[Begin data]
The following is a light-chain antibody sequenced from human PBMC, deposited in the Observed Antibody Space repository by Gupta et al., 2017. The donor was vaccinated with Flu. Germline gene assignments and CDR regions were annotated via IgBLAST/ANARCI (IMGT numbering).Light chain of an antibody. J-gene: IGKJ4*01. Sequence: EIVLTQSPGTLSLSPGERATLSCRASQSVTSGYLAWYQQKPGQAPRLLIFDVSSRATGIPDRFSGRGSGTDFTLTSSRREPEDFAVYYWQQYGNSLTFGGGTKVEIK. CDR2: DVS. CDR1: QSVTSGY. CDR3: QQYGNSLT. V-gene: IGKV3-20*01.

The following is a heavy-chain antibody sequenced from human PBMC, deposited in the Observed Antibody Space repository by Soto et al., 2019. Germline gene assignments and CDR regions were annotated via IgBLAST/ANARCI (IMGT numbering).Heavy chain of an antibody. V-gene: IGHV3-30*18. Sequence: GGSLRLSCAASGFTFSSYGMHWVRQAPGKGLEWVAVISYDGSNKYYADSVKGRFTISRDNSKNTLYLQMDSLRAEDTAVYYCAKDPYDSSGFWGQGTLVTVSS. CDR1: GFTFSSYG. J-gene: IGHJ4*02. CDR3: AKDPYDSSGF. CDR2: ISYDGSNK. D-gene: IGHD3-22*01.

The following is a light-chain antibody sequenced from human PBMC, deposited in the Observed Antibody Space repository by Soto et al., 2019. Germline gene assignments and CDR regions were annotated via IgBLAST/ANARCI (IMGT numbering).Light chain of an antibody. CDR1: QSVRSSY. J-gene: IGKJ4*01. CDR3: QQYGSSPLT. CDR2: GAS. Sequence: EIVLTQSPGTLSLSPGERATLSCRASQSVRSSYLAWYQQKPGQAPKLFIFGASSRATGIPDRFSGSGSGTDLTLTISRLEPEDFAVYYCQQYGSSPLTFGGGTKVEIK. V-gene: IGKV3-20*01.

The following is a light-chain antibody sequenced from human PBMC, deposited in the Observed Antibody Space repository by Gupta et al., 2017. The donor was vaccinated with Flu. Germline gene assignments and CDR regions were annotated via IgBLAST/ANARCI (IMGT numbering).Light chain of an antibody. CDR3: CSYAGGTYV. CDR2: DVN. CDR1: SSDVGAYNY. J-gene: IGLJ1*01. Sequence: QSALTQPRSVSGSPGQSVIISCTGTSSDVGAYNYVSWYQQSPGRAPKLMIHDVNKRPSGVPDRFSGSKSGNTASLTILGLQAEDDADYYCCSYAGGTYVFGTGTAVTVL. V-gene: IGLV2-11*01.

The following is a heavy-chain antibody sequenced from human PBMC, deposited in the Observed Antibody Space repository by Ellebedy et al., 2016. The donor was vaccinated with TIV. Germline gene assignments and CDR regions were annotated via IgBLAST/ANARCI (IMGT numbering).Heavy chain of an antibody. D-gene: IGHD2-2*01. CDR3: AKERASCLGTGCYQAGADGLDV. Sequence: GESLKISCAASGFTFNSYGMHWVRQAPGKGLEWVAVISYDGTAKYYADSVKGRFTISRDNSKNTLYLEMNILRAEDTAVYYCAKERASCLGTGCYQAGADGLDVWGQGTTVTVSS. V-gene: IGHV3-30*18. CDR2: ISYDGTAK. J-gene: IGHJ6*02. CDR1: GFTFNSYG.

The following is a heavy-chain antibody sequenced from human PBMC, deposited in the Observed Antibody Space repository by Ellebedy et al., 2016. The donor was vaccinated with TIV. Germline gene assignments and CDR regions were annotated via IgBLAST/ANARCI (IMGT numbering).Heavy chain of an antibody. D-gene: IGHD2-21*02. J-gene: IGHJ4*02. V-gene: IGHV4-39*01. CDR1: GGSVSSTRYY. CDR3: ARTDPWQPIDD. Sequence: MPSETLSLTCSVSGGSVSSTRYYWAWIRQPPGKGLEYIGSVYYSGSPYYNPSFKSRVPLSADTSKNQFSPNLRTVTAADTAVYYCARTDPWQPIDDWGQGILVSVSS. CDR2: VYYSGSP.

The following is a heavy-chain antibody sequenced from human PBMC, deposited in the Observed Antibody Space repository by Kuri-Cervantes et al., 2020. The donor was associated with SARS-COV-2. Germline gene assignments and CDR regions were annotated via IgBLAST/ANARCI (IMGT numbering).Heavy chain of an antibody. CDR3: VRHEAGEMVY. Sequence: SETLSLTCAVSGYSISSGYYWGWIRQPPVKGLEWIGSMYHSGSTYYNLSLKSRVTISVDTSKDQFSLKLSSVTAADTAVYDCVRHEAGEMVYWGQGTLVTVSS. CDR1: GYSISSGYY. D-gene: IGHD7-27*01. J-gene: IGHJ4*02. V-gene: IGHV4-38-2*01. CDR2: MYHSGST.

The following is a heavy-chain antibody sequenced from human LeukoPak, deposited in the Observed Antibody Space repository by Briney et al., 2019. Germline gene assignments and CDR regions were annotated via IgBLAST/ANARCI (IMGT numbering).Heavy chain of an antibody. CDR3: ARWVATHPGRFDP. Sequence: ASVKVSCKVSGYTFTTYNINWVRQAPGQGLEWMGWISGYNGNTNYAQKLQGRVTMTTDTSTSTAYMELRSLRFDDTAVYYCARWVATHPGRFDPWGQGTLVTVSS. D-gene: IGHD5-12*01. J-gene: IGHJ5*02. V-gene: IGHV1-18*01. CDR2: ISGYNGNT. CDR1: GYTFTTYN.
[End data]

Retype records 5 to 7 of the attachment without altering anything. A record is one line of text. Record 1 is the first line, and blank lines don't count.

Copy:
The following is a heavy-chain antibody sequenced from human PBMC, deposited in the Observed Antibody Space repository by Ellebedy et al., 2016. The donor was vaccinated with TIV. Germline gene assignments and CDR regions were annotated via IgBLAST/ANARCI (IMGT numbering).Heavy chain of an antibody. D-gene: IGHD2-2*01. CDR3: AKERASCLGTGCYQAGADGLDV. Sequence: GESLKISCAASGFTFNSYGMHWVRQAPGKGLEWVAVISYDGTAKYYADSVKGRFTISRDNSKNTLYLEMNILRAEDTAVYYCAKERASCLGTGCYQAGADGLDVWGQGTTVTVSS. V-gene: IGHV3-30*18. CDR2: ISYDGTAK. J-gene: IGHJ6*02. CDR1: GFTFNSYG.

The following is a heavy-chain antibody sequenced from human PBMC, deposited in the Observed Antibody Space repository by Ellebedy et al., 2016. The donor was vaccinated with TIV. Germline gene assignments and CDR regions were annotated via IgBLAST/ANARCI (IMGT numbering).Heavy chain of an antibody. D-gene: IGHD2-21*02. J-gene: IGHJ4*02. V-gene: IGHV4-39*01. CDR1: GGSVSSTRYY. CDR3: ARTDPWQPIDD. Sequence: MPSETLSLTCSVSGGSVSSTRYYWAWIRQPPGKGLEYIGSVYYSGSPYYNPSFKSRVPLSADTSKNQFSPNLRTVTAADTAVYYCARTDPWQPIDDWGQGILVSVSS. CDR2: VYYSGSP.

The following is a heavy-chain antibody sequenced from human PBMC, deposited in the Observed Antibody Space repository by Kuri-Cervantes et al., 2020. The donor was associated with SARS-COV-2. Germline gene assignments and CDR regions were annotated via IgBLAST/ANARCI (IMGT numbering).Heavy chain of an antibody. CDR3: VRHEAGEMVY. Sequence: SETLSLTCAVSGYSISSGYYWGWIRQPPVKGLEWIGSMYHSGSTYYNLSLKSRVTISVDTSKDQFSLKLSSVTAADTAVYDCVRHEAGEMVYWGQGTLVTVSS. CDR1: GYSISSGYY. D-gene: IGHD7-27*01. J-gene: IGHJ4*02. V-gene: IGHV4-38-2*01. CDR2: MYHSGST.